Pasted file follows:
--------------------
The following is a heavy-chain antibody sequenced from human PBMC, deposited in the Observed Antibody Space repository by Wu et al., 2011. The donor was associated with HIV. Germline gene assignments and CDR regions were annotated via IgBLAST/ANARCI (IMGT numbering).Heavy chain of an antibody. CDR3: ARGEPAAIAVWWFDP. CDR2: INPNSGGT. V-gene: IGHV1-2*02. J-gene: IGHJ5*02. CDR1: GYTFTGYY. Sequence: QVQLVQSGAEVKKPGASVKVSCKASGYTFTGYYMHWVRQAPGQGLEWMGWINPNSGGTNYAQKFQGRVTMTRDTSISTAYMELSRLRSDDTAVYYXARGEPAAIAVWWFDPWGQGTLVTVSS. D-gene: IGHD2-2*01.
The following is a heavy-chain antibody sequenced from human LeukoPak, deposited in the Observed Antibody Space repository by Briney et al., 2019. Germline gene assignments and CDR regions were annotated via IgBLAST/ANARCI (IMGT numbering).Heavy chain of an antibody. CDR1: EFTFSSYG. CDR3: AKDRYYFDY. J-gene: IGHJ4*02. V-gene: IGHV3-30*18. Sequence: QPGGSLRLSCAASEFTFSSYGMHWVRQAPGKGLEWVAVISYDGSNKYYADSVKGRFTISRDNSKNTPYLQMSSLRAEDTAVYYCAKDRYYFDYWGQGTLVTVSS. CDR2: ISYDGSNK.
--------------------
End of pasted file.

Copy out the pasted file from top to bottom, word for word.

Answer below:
The following is a heavy-chain antibody sequenced from human PBMC, deposited in the Observed Antibody Space repository by Wu et al., 2011. The donor was associated with HIV. Germline gene assignments and CDR regions were annotated via IgBLAST/ANARCI (IMGT numbering).Heavy chain of an antibody. CDR3: ARGEPAAIAVWWFDP. CDR2: INPNSGGT. V-gene: IGHV1-2*02. J-gene: IGHJ5*02. CDR1: GYTFTGYY. Sequence: QVQLVQSGAEVKKPGASVKVSCKASGYTFTGYYMHWVRQAPGQGLEWMGWINPNSGGTNYAQKFQGRVTMTRDTSISTAYMELSRLRSDDTAVYYXARGEPAAIAVWWFDPWGQGTLVTVSS. D-gene: IGHD2-2*01.
The following is a heavy-chain antibody sequenced from human LeukoPak, deposited in the Observed Antibody Space repository by Briney et al., 2019. Germline gene assignments and CDR regions were annotated via IgBLAST/ANARCI (IMGT numbering).Heavy chain of an antibody. CDR1: EFTFSSYG. CDR3: AKDRYYFDY. J-gene: IGHJ4*02. V-gene: IGHV3-30*18. Sequence: QPGGSLRLSCAASEFTFSSYGMHWVRQAPGKGLEWVAVISYDGSNKYYADSVKGRFTISRDNSKNTPYLQMSSLRAEDTAVYYCAKDRYYFDYWGQGTLVTVSS. CDR2: ISYDGSNK.